Politics

Pope Benedict’s legacy: Beware the secular state

Pope Benedict’s legacy: Beware the secular state

The announcement by Pope Benedict XVI that he will be “retiring” as of the end of February does not signal the end of his influence. Pope’s aren’t presidents. Their influence does not end with their pontificate, as a president’s does with the end of his term. Their pontificates ensure their legacies to the Church.

One legacy to be especially treasured will be the Pope’s reflections on the dangers of the increasingly aggressive secular state. While most of the media chatter over the next two months will be about a successor—with those on the Left, once again, fanaticizing about a papal coup—the real news is not that Benedict is leaving, but what he is leaving us.

He is leaving us a warning. In the West, and now especially in the U.S., the state is increasingly pushing a secular agenda, and pushing that agenda through means pushing the Church out. The threat to religious liberty is very, very real.

In January 2012 Pope Benedict addressed the American bishops in their ad limina pilgrimage to Rome.
It is imperative that the entire Catholic community in the United States come to realize the grave threats to the Church’s public moral witness presented by a radical secularism which finds increasing expression in the political and cultural spheres. The seriousness of these threats needs to be clearly appreciated at every level of ecclesial life. Of particular concern are certain attempts being made to limit that most cherished of American freedoms, the freedom of religion.”

But we must be—and the Pope was—clear. The threat isn’t just to the Catholic Church. It is a threat against all Christians. In fact, radical secularism is a threat to all believers.

At about the same time that the Pope was warning the American Bishops (and, indirectly, all Americans) about the threat to religious liberty by radical secularists, the Obama Administration’s Health and Human Services was busily fulfilling the Pope’s prophecy. That very January, the head of the HHS, ersatz Catholic Kathleen Sebelius, handed down a mandate informing all religious institutions—especially Catholic universities and hospitals—that they will provide contraceptives, abortifacients, and sterilizations in their insurance plans.

Or else.

In short, the Obama administration was, and is, saying to the Church—indeed to all Christians, all believers—you can worship anything you want in private, but you will bend the knee before the secular state.

Sebelius as the deliverer of the HHS ultimatum illustrated perfectly how not to reconcile moral doctrine with public duty. Going beyond the Cuomo shuffle (“I hold the Church’s moral principles privately, but I can’t impose them on others”), Sebelius chose to be a willing servant of the secular state’s sexual revolution against the Church. A real Catholic understands moral laws are not subject to manipulation by the state or its minions.

Pope Benedict was no doubt chagrined, but not surprised by Obama’s mandate. He’s seen the way secularizing states act in Europe. He is a man deeply read in history. Such aggressive secularization has been gaining political ground since the horrors of brutal de-Christianization in the French Revolution. Tear down the crosses, eliminate all public presence of Christianity, secularize and redefine marriage, take over the education system, and force Christians to accept the secular moral agenda. It happened in France, it happened in Russia and the Soviet satellites, it happened in other ways with the imposition of the pseudo-religion of Nazism that took over his homeland, Bavaria, and it continues in all of Europe’s liberal democracies.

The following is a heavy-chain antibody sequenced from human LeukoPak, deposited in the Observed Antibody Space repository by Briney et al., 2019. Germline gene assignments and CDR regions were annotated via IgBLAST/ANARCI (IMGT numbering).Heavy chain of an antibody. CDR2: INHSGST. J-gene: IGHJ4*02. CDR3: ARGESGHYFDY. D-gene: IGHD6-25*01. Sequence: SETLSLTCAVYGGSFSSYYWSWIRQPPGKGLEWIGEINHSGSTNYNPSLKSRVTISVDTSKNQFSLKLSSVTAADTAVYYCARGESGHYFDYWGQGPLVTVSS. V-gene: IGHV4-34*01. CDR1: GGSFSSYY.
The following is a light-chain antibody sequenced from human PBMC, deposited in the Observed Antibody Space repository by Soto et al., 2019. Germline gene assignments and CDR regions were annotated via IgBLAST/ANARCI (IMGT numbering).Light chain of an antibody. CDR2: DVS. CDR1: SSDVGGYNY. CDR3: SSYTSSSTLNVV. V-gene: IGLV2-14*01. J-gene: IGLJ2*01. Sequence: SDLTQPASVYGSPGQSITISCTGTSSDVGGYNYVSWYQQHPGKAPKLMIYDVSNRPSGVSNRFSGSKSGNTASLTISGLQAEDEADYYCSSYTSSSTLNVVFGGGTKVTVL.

And it’s come to America. Take down the Ten Commandments. No Bible reading in schools. No public prayer. Clear away the crèche. No “Merry Christmas.” Affirm gay marriage. And, as we’ve seen in the HHS mandate, Thou shalt participate in the sexual revolution.

The message of all such radical secularism is clear: you will bend the knee before the state.

In looking back over the last two hundred years—popes always think in “church years”—Pope Benedict understands that the current rash of radical secularism is not merely current. It’s something that’s been threatening Christianity for a long time. The threat we are now experiencing in America is, alas, nothing new, but part of a protracted struggle between two rival, incompatible ways of understanding the world, human nature, the human good, and political life. One with God, and one without God.

Pope Benedict response has been clear: bend the knee before God, not the state.

Another prophet, G. K. Chesterton issued a warning a little less than a century before Pope Benedict’s pontificate, a warning that captures what is at stake in a world where God has been forcibly excluded from public life.
It is only by believing in God that we can ever criticize the Government. Once abolish…God, and the Government becomes the God. That fact is written all across human history;…The truth is that irreligion is the opium of the people. Wherever the people do not believe in something beyond the world, they will worship the world. But above all they will worship the strongest thing in the world.”

In a world without God, the strongest thing is the state.—especially, and most obviously, the state that banishes God.

That, I think, will prove to be one of Pope Benedict’s greatest legacies—the warning that if we let the government drive God out of the public square, the secular state will become the God we are forced to worship.

Benjamin Wiker, Ph.D. is a speaker and author of ten books, his latest being “Worshipping the State: How Liberalism Became Our State Religion.” His website is www.benjaminwiker.com. The book is published by Regnery Publishing, owned by Eagle Publishing, which also owns Human Events.

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